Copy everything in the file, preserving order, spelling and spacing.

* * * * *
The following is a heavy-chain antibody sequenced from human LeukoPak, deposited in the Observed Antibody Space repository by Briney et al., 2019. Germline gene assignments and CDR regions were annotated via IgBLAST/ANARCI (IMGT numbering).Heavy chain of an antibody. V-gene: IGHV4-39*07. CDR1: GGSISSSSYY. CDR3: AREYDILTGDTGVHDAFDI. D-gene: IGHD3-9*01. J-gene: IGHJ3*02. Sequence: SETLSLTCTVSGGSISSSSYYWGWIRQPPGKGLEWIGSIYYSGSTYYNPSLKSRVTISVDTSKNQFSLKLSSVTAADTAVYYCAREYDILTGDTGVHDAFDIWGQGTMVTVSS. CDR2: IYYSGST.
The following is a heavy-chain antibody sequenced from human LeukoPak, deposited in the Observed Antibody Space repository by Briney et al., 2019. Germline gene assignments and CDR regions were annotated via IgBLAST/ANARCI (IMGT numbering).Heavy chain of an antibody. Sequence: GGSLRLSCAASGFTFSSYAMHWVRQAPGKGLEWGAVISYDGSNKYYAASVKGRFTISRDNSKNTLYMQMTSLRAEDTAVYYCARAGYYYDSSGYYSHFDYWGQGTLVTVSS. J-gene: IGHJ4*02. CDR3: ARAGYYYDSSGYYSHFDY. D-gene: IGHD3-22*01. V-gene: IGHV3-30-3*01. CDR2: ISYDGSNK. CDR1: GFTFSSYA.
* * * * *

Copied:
The following is a heavy-chain antibody sequenced from human LeukoPak, deposited in the Observed Antibody Space repository by Briney et al., 2019. Germline gene assignments and CDR regions were annotated via IgBLAST/ANARCI (IMGT numbering).Heavy chain of an antibody. V-gene: IGHV4-39*07. CDR1: GGSISSSSYY. CDR3: AREYDILTGDTGVHDAFDI. D-gene: IGHD3-9*01. J-gene: IGHJ3*02. Sequence: SETLSLTCTVSGGSISSSSYYWGWIRQPPGKGLEWIGSIYYSGSTYYNPSLKSRVTISVDTSKNQFSLKLSSVTAADTAVYYCAREYDILTGDTGVHDAFDIWGQGTMVTVSS. CDR2: IYYSGST.
The following is a heavy-chain antibody sequenced from human LeukoPak, deposited in the Observed Antibody Space repository by Briney et al., 2019. Germline gene assignments and CDR regions were annotated via IgBLAST/ANARCI (IMGT numbering).Heavy chain of an antibody. Sequence: GGSLRLSCAASGFTFSSYAMHWVRQAPGKGLEWGAVISYDGSNKYYAASVKGRFTISRDNSKNTLYMQMTSLRAEDTAVYYCARAGYYYDSSGYYSHFDYWGQGTLVTVSS. J-gene: IGHJ4*02. CDR3: ARAGYYYDSSGYYSHFDY. D-gene: IGHD3-22*01. V-gene: IGHV3-30-3*01. CDR2: ISYDGSNK. CDR1: GFTFSSYA.